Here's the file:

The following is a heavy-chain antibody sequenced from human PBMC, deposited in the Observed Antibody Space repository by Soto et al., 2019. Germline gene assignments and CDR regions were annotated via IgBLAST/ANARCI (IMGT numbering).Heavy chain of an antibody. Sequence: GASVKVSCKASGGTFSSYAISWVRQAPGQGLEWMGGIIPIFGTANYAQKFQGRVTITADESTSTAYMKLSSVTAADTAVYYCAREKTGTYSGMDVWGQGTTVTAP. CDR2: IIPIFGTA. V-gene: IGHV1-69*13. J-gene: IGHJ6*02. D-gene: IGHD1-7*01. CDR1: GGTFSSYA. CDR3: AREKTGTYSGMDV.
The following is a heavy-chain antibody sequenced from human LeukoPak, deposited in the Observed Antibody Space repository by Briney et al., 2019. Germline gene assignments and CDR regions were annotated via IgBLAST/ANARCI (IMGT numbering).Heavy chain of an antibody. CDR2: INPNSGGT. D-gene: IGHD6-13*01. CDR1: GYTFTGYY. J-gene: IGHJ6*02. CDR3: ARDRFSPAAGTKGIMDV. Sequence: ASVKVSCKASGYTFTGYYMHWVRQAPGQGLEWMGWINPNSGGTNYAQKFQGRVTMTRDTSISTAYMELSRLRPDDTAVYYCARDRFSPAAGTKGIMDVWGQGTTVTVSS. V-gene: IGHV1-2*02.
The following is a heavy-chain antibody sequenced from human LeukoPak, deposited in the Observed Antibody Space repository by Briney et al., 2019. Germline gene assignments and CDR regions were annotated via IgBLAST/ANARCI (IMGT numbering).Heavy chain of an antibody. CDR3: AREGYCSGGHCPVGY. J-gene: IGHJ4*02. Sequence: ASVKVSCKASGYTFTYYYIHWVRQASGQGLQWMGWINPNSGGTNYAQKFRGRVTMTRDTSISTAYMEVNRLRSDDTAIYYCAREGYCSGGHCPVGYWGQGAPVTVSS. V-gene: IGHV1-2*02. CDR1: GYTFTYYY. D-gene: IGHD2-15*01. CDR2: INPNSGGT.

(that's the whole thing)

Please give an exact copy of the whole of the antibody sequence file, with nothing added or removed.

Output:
The following is a heavy-chain antibody sequenced from human PBMC, deposited in the Observed Antibody Space repository by Soto et al., 2019. Germline gene assignments and CDR regions were annotated via IgBLAST/ANARCI (IMGT numbering).Heavy chain of an antibody. Sequence: GASVKVSCKASGGTFSSYAISWVRQAPGQGLEWMGGIIPIFGTANYAQKFQGRVTITADESTSTAYMKLSSVTAADTAVYYCAREKTGTYSGMDVWGQGTTVTAP. CDR2: IIPIFGTA. V-gene: IGHV1-69*13. J-gene: IGHJ6*02. D-gene: IGHD1-7*01. CDR1: GGTFSSYA. CDR3: AREKTGTYSGMDV.
The following is a heavy-chain antibody sequenced from human LeukoPak, deposited in the Observed Antibody Space repository by Briney et al., 2019. Germline gene assignments and CDR regions were annotated via IgBLAST/ANARCI (IMGT numbering).Heavy chain of an antibody. CDR2: INPNSGGT. D-gene: IGHD6-13*01. CDR1: GYTFTGYY. J-gene: IGHJ6*02. CDR3: ARDRFSPAAGTKGIMDV. Sequence: ASVKVSCKASGYTFTGYYMHWVRQAPGQGLEWMGWINPNSGGTNYAQKFQGRVTMTRDTSISTAYMELSRLRPDDTAVYYCARDRFSPAAGTKGIMDVWGQGTTVTVSS. V-gene: IGHV1-2*02.
The following is a heavy-chain antibody sequenced from human LeukoPak, deposited in the Observed Antibody Space repository by Briney et al., 2019. Germline gene assignments and CDR regions were annotated via IgBLAST/ANARCI (IMGT numbering).Heavy chain of an antibody. CDR3: AREGYCSGGHCPVGY. J-gene: IGHJ4*02. Sequence: ASVKVSCKASGYTFTYYYIHWVRQASGQGLQWMGWINPNSGGTNYAQKFRGRVTMTRDTSISTAYMEVNRLRSDDTAIYYCAREGYCSGGHCPVGYWGQGAPVTVSS. V-gene: IGHV1-2*02. CDR1: GYTFTYYY. D-gene: IGHD2-15*01. CDR2: INPNSGGT.